Amsterdam in the western Netherlands Today’s Image of the Day from the European Space Agency features a Copernicus Sentinel-2B satellite view of Amsterdam, located in the western Netherlands. The capital city consists of 90 islands, more than 62 miles of canals, and thousands of bridges.
Amsterdam originated as a small fishing village in the late 12th century, and became one of the world’s most important ports during the Dutch Golden Age of the 17th century. The economic boom led to the creation of the canals around the city, which were designed to quickly transport goods.
Overall, about one-third of the country lies below sea level. Amsterdam is situated around two meters below sea level, while the lowest point in the Netherlands lies almost seven meters below sea level. North America is a continent entirely within the Northern Hemisphere and almost all within the Western Hemisphere. It can also be described as the northern subcontinent of the Americas. It is bordered to the north by the Arctic Ocean, to the east by the Atlantic Ocean, to the southeast by South America and the Caribbean Sea, and to the west and south by the Pacific Ocean. Because it is on the North American Tectonic Plate, Greenland is included as part of North America geographically. North America covers an area of about 24,709,000 square kilometers (9,540,000 square miles), about 16.5% of the Earth’s land area and about 4.8% of its total surface. North America is the third-largest continent by area, following Asia and Africa, and the fourth by population after Asia, Africa, and Europe. In 2013, its population was estimated at nearly 579 million people in 23 independent states, or about 7.5% of the world’s population. North America was reached by its first human populations during the last glacial period, via crossing the Bering land bridge approximately 40,000 to 17,000 years ago. The so-called Paleo-Indian period is taken to have lasted until about 10,000 years ago (the beginning of the Archaic or Meso-Indian period)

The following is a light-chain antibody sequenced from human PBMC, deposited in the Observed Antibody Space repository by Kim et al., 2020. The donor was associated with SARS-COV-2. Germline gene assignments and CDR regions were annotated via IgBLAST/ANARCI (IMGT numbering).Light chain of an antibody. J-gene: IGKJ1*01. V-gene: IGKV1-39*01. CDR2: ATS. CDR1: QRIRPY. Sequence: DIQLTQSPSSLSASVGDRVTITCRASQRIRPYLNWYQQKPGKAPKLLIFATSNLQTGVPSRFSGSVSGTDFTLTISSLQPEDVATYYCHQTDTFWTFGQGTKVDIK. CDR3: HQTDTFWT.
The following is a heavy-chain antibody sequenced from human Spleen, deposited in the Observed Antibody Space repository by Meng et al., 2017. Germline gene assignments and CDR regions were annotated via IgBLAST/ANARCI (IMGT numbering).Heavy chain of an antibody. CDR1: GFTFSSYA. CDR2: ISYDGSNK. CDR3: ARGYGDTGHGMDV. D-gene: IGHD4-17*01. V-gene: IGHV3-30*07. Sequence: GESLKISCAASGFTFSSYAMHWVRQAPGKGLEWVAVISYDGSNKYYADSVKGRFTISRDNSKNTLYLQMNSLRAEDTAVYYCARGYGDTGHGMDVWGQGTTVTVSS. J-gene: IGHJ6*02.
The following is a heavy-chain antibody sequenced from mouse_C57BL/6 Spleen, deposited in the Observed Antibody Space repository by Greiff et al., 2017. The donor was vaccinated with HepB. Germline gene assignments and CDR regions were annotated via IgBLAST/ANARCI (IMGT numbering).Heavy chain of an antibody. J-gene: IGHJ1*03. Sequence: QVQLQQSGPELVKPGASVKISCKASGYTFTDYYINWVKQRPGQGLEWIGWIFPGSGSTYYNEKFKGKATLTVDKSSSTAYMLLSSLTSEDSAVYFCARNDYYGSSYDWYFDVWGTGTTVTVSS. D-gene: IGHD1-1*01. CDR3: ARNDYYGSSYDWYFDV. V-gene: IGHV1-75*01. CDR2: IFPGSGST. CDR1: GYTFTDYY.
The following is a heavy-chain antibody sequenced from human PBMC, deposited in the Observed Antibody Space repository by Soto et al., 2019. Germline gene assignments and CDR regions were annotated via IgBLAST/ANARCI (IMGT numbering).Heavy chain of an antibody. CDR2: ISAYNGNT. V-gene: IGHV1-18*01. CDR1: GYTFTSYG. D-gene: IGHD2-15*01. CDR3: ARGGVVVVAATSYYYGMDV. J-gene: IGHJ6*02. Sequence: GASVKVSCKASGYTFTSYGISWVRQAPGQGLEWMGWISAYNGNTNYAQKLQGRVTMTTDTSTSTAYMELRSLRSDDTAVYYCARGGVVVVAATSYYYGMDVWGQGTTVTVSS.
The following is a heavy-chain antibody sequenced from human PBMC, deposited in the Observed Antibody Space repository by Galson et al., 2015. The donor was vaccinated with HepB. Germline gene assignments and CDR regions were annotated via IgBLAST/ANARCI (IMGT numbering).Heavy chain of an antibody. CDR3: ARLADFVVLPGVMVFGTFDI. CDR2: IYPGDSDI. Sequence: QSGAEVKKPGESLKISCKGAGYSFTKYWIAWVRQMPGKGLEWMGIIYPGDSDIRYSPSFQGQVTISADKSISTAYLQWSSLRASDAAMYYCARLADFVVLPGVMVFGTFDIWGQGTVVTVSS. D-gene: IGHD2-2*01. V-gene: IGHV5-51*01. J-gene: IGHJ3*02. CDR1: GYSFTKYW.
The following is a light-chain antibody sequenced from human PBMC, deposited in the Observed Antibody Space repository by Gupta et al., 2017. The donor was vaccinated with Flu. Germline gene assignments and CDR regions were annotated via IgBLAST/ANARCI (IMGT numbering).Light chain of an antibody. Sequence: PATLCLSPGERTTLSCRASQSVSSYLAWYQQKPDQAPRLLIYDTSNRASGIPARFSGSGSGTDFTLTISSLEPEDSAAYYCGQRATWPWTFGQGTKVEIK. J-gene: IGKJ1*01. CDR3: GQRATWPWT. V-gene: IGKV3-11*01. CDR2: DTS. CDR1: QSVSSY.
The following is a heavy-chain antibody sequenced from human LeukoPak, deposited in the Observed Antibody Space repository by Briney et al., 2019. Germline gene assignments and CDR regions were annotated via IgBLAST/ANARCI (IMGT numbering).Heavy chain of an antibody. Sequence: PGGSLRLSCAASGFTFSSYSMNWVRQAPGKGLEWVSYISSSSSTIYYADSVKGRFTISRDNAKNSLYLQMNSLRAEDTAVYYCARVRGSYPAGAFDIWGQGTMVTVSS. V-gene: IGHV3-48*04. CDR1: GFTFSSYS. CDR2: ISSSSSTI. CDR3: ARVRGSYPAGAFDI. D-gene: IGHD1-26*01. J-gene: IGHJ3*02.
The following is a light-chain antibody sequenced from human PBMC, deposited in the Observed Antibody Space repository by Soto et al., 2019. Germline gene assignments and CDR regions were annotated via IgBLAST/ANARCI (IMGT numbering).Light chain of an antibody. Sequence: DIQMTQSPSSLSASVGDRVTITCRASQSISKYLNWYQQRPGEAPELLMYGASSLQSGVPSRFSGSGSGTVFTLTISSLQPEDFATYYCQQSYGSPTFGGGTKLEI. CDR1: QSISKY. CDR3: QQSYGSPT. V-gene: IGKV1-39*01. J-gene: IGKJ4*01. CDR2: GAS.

Image Credit: ESA
By Chrissy Sexton, Earth.com Staff Writer